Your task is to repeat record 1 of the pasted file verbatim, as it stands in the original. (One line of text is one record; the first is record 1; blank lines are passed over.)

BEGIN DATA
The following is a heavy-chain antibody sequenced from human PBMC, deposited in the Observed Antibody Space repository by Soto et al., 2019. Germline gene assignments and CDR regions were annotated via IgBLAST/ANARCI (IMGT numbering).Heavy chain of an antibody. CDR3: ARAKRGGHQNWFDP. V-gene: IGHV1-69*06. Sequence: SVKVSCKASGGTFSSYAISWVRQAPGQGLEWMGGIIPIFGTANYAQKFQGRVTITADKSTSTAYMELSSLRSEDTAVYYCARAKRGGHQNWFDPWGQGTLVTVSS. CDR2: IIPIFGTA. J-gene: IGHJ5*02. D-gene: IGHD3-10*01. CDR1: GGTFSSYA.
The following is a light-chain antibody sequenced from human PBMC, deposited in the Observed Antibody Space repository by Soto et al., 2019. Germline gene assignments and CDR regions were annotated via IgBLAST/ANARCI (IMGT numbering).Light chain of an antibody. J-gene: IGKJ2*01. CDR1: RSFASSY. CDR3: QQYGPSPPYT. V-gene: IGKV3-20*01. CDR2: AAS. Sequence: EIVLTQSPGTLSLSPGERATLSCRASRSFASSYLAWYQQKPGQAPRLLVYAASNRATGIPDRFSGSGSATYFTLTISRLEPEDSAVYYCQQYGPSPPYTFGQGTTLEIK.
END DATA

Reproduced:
The following is a heavy-chain antibody sequenced from human PBMC, deposited in the Observed Antibody Space repository by Soto et al., 2019. Germline gene assignments and CDR regions were annotated via IgBLAST/ANARCI (IMGT numbering).Heavy chain of an antibody. CDR3: ARAKRGGHQNWFDP. V-gene: IGHV1-69*06. Sequence: SVKVSCKASGGTFSSYAISWVRQAPGQGLEWMGGIIPIFGTANYAQKFQGRVTITADKSTSTAYMELSSLRSEDTAVYYCARAKRGGHQNWFDPWGQGTLVTVSS. CDR2: IIPIFGTA. J-gene: IGHJ5*02. D-gene: IGHD3-10*01. CDR1: GGTFSSYA.